Christ is Altogether Lovely

Christ’s loveliness is transcending. He is more lovely than all created excellencies. If you compare Christ and other things, be they never so lovely, never so excellent and desirable; Christ carries away all loveliness from them; “He is (saith the apostle) before all things” (Col. 1:17). Not only before all things in time, nature, and order; but before all things in dignity, glory, and true excellency: In all things he must have the pre-eminence. For let us but compare Christ’s excellency with the creature’s in a few particulars, and how evidently will the transcendent loveliness of Jesus Christ appear!

  1. All other loveliness is derivative and secondary; but the loveliness of Christ original and primary. Angels and men, the world and all the desirables in it, receive what excellency they have from him; they are streams from the fountain. But as the waters in the fountain itself are more abundant, so more pure and pleasant* than in the streams. And the farther any thing departs, and is removed from its fountain and original, the less excellency there is in it.
  2. The loveliness and excellency of all other things, is but relative and respective, consisting in its reference to Christ, and subserviency to his glory; but Christ is lovely, considered absolutely in himself: He is desirable for himself, other things are so for him.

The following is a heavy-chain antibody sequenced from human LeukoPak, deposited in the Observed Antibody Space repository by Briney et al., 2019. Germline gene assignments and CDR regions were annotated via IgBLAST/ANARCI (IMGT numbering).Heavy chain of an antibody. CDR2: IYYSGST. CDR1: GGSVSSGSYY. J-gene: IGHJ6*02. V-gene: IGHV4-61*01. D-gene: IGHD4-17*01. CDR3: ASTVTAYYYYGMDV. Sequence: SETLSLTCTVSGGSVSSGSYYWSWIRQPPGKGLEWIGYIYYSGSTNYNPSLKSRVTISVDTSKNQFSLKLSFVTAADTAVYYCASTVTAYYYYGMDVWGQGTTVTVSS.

3. The beauty and loveliness of all other things is fading and perishing; but the loveliness of Christ is fresh to all eternity: the sweetness of the best creatures is a fading flower; if not before, yet certainly at death it must fade away. Job 4:21. “Doth not their excellency, which is in them, go away?” Yes, yes, whether natural excellencies of the body, or acquired endowments of the mind, lovely features, amiable qualities, attracting excellencies; all these like pleasant flowers are withered, faded, and destroyed by death; “but Christ is still the same, yesterday, to day, and for ever,” Heb. 13:8.
  4. The beauty and holiness of creatures are ensnaring and dangerous; a man may make an idol thereof, and dote beyond the bounds of moderation upon them, but there is no danger of excess in the love of Christ. The soul is then in the healthiest frame and temper when it is most sick of love to Christ, Cant. 5:8.
  5. The loveliness of every creature is of a cloying and glutting nature; our estimation of it abates and sinks by our nearer approach to it, or longer enjoyment of it: creatures, like pictures, are fairest at a due distance, but it is not so with Christ; the nearer the soul approacheth him, and the longer it lives in the enjoyment of him, still the more sweet and desirable is he.
  6. All other loveliness is unsatisfying and straitening to the soul of man; there is not room enough in any one, or in all the creatures for the soul of man to dilate and expatiate itself; but it still feels itself confined and narrowed within those strait limits: And this comes to pass from the inadequateness and unsuitableness of the creature, to the nobler and more excellent soul of man, which like a ship in a narrow river hath not room to turn; and besides, is ever and anon striking ground and foundering in those shallows. But Jesus Christ is every way adequate to the vast desires of the soul; in him it hath sea-room enough; there it may spread all its sails, no fear of touching the bottom.

And thus you see what is the importance of this phrase, Altogether lovely.

—John Flavel,
Adapted from The Whole Works of the Reverend John Flavel, 2:216–218.


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